David had a short burst of activity before the rain arrived; fishing the river that runs behind the site. But he found the nearly black and slow moving water a little spooky in the twilight and saw nothing rise so gave it away after a short time. 

The banks were also overgrown and very slippery with long grass running right down to edge. One slip and you'd have headed over the bank and into the water....as I nearly did from half way up! I forgot the memo- don't wear Crocs when clambering about on slippery river banks.



The caravans above and below are whitebaiter 'huts'. We're not very far from the Waikawa Estuary here and the river is a very popular during the whitebait season. We stopped to talk to a couple of locals who were re-cutting a track to their stands. They told us- with a bit of prodding- that they'd caught 30kgs & 50kgs respectively last season. Now that's a good haul!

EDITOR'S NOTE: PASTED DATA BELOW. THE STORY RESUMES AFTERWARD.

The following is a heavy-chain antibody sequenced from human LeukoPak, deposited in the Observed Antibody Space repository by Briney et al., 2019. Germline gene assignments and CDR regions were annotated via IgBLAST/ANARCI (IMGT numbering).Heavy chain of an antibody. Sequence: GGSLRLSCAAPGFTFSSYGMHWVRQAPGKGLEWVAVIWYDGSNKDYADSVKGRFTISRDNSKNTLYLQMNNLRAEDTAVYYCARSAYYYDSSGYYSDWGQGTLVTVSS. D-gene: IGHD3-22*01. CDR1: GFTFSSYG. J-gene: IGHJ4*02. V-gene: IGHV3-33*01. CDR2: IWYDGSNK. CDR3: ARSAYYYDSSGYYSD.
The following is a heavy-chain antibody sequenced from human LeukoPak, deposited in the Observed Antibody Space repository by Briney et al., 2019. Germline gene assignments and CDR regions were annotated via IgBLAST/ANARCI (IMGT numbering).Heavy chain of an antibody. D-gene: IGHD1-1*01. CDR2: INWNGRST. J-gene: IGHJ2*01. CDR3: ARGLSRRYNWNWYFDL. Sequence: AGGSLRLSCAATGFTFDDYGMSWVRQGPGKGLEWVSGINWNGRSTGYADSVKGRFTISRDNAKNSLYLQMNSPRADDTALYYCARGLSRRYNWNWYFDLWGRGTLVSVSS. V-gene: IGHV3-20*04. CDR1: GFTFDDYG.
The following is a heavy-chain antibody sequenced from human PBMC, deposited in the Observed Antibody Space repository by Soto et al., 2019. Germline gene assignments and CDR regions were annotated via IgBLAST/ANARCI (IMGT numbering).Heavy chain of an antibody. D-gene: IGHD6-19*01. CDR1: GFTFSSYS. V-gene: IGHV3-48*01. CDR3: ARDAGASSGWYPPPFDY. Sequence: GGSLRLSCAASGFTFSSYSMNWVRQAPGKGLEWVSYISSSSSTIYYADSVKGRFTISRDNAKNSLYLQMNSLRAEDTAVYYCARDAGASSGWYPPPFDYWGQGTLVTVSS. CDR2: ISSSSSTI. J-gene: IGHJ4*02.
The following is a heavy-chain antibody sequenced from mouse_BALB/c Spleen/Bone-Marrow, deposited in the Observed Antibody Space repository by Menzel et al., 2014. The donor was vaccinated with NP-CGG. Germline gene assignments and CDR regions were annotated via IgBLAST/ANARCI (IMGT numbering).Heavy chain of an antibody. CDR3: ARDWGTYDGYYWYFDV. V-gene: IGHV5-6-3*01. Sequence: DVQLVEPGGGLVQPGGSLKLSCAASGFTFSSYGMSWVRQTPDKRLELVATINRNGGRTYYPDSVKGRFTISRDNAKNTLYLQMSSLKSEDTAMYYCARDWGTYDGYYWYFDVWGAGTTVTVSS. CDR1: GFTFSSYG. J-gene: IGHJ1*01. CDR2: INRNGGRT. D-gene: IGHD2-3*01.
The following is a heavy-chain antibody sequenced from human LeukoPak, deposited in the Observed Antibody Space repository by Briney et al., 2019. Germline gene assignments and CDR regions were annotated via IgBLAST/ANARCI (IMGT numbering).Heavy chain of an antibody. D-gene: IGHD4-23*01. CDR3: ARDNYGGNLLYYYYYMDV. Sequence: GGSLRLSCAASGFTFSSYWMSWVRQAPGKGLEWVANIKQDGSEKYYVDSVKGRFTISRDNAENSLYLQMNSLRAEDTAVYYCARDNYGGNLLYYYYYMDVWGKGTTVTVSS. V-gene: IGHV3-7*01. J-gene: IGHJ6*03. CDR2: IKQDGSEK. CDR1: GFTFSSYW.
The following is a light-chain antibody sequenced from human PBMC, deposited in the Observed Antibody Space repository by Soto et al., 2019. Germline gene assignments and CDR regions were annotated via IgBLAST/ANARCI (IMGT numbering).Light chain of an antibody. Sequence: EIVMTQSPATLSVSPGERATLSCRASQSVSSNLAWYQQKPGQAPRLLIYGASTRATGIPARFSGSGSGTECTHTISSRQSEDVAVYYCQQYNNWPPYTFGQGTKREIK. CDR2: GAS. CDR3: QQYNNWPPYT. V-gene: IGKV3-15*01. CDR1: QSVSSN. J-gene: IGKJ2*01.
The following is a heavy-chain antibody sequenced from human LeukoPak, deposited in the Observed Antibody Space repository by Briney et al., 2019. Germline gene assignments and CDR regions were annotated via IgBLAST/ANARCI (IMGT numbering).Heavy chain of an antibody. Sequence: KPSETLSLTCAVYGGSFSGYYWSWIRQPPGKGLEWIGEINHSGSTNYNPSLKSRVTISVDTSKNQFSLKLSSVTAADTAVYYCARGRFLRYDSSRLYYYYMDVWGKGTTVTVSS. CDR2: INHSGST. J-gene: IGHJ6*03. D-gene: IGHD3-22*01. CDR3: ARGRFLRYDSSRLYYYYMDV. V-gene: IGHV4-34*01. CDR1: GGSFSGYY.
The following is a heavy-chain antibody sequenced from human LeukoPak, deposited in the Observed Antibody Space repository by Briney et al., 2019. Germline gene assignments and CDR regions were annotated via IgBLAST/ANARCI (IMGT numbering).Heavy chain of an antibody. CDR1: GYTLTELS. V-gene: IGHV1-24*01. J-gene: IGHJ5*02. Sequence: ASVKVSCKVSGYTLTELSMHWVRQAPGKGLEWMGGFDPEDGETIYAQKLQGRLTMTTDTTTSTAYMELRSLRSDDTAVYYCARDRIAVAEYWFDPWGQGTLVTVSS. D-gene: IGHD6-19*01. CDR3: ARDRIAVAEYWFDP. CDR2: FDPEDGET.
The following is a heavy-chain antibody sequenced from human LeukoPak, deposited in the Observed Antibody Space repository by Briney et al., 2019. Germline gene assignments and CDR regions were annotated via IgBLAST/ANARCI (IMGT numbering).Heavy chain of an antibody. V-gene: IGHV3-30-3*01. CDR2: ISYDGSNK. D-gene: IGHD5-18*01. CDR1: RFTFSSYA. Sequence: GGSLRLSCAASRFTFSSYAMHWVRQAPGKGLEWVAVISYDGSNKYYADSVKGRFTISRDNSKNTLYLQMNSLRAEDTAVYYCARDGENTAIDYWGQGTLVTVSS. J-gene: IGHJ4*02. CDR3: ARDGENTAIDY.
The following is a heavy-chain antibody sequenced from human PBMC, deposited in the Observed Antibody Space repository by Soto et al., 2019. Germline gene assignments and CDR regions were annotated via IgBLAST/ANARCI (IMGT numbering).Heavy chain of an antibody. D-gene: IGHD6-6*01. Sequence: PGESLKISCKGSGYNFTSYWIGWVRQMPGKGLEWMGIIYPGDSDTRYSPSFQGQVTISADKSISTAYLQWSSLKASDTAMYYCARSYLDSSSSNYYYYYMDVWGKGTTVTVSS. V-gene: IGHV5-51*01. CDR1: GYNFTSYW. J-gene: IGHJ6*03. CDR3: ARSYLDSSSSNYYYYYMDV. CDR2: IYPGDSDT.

This caravan has a great name, perhaps it should be parked at the entrance to the NZMCA Park! 



In between rain squalls we did a tiki-tour up the Waikawa Valley, over the MacLennan Range down the Tahakopa Valley to Papatowai and back along the Chaslands Highway home. Not one of our more exciting road trips but interesting all the same. I did love the narrow alleyway cut through the Catlins Forest over the range. It reminded me of the kiwifruit shelterbelts back in the Bay of Plenty.


For much of the way, the trees on the left were up against a rock wall, the road cut through lower than top of the range but then I couldn't decide if it was rock or deep forest behind other sections including the right hand side.


The long Tahakopa Valley is mostly commercial forestry and the only other vehicles we met on the road were logging trucks.